With the formal grand finale of the hit series “Game of Thrones” having rocked the world, the echoes of Thrones-mania can still be felt in much of everyday life. And whether you’re just picking up the series (better late than never) or re-watching it for the seventh time, the overall effect is the same: goosebumps, chills, strikes of stars and awe, those moments of living-room cinema that make you exclaim “Oh. My. God.” The show truly is a milestone of modern culture, a banner of fantasy and intrigue for us all to rally around in the everyday.
But, much of the show’s magic is not CGI or special effects—those sweeping sets of grandeur are rooted firmly in the real world, allowing for the possibility to relive those instances of awestruck goosebumps in the flesh. To find yourself living in a few well-known moments from Westeros (Warning: Major spoilers ahead), here’s where to head and what to see on a Game of Thrones tour.
Arguably the most famous, most eventful location in the entire show, Winterfell is the home of the Starks, briefly home to Ramsey Bolton before being won back by Jon Snow. Suffice to say, much of the action transpiring in the North happens here. In the real world, Winterfell is a combination of a duo of historic castles in Europe’s northern isles—Ireland and Scotland, precisely. While Doune Castle in Scotland was used for much of the first season (you’ll certainly feel déjà vu strolling its courtyards), it’s Castle Ward in Northern Ireland that composes a good section of meaningful Thrones moments: the entrance to the Winterfell crypts, the tower Bran was pushed off of in the first episode, and the nearby fields of Saintfield that provided the setting for the Battle of the Bastards. Witnessing the rolling green fields, sans armies, leaves plenty of room for your imagination to run wild.
While this was a compelling moment in Cersei’s character progression, the truly memorable star of this scene will always be the angry nun with a bell. While this excruciating walk spans the entirety of King’s Landing in the show, in reality, the walk takes place within several different sections of Dubrovnik, Croatia. The tall, instantly recognizable church steps where Cersei’s walk begins are actually the Jesuit Staircase, and the conclusion of her walk occurs at Ploče Gate. When visiting either, you might feel compelled to bring a bell and chant, “Shame!” but, please, think of the locals.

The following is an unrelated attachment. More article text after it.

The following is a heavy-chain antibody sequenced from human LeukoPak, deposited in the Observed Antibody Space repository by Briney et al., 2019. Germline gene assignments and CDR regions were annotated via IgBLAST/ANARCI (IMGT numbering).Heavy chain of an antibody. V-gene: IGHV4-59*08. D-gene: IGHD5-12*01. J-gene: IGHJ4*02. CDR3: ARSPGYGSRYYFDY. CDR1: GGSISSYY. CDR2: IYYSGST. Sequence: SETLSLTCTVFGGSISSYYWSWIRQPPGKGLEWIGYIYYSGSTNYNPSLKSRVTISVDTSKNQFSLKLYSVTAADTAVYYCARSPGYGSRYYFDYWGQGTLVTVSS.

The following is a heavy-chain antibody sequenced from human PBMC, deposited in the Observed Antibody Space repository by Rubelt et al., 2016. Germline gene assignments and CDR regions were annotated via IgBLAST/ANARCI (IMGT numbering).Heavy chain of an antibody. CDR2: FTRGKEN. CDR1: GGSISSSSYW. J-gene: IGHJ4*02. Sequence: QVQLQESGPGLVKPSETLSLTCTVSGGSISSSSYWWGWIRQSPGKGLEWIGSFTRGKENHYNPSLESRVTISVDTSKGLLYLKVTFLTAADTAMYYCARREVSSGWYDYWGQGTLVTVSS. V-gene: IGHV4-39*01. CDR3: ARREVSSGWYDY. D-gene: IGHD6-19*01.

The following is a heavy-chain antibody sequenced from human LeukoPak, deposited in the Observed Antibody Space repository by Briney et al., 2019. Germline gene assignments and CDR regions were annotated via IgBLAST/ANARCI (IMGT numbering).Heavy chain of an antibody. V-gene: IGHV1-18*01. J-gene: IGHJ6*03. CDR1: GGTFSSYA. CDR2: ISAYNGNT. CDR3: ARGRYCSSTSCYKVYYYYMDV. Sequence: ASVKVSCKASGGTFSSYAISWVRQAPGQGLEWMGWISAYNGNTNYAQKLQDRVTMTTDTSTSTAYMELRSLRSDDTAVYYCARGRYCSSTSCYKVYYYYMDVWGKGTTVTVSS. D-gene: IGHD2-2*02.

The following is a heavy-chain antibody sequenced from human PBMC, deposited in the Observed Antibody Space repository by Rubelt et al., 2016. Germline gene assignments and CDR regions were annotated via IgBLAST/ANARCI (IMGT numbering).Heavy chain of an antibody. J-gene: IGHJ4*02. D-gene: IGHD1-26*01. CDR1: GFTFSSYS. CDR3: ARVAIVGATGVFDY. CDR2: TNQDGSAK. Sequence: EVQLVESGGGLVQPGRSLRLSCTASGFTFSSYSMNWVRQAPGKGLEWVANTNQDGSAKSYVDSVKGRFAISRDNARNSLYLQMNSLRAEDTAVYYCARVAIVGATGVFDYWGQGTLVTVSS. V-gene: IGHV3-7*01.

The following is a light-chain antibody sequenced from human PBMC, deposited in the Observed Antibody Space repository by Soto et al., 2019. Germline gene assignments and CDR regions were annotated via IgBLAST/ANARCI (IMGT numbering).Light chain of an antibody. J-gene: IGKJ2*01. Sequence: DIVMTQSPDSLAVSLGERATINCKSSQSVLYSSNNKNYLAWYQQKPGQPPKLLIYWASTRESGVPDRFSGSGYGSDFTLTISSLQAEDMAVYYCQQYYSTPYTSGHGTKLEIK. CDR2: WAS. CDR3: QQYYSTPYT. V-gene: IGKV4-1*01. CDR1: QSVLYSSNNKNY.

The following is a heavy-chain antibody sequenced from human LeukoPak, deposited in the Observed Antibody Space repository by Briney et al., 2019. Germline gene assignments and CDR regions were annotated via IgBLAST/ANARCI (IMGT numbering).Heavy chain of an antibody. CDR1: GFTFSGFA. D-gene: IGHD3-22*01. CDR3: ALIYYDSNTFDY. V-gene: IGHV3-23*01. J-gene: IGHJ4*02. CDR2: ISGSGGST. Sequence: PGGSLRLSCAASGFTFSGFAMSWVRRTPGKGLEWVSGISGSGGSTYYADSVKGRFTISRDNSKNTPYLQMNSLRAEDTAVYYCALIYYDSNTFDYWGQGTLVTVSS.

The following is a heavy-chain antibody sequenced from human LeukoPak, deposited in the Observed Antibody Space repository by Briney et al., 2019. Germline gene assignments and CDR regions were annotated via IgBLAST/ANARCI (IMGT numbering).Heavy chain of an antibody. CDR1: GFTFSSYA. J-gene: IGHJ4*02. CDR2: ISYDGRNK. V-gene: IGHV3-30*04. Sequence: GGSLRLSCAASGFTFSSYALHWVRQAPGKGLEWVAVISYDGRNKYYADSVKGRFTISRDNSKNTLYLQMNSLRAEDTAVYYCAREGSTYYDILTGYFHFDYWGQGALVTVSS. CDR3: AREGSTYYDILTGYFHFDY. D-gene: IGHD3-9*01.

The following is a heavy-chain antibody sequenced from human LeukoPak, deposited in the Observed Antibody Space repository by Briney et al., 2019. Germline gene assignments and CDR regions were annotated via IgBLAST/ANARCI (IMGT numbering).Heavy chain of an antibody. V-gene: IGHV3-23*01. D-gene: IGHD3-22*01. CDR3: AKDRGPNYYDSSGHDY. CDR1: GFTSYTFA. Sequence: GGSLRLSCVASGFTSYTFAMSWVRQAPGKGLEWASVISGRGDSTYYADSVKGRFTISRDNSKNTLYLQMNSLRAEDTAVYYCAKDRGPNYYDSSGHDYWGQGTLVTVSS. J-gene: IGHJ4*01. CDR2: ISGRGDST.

In one of the most quintessential Oh-my-God-a-Dragon moments of the show, Daenerys Targaryen survives an ambush within Meeren’s gladiatorial arena, the Great Pit of Daznak, when her dragon flies in and saves the day by literally torching the assassins. In reality, the Great Pit is actually the already-storied Plaza de Toros de Osuna in Seville, Spain. While bulls have long since stopped being the main attraction of the arena, you’ll find tourism is still up—thanks in part to the influx of “Games of Thrones” interest.
For all the instances of frigid landscapes occurring beyond the Wall, be it the free people or the Whitewalkers, we have the scenic settings of Iceland to thank. For a country so comparatively small to the rest of Europe, there is a massive amount to see and do, especially in regards to the show. Myrdalsjökill glacier is the setting for the Fist of the First Men (and subsequent Whitewalker attack), Gígjökull was the location for much of season seven’s electric quest by John Snow and co. to capture a Wight, and the iconic fight between Brienne of Tarth and the Hound occurred around the stunning hikes of Hengill mountain. This barely scratches the surface of scenes worth revisiting in Iceland, making it the certified can’t-miss country for any diehard “Game of Thrones” fan.
Want to get lost in the show in a whole new way? It helps to have a guide, so give one of our travel agents a call. Their expertise, knowledge and professional relationships with specialty travel partners like CIE Tours International help you to find the magic in the real world on your Game of Thrones tour to destination countries throughout Europe.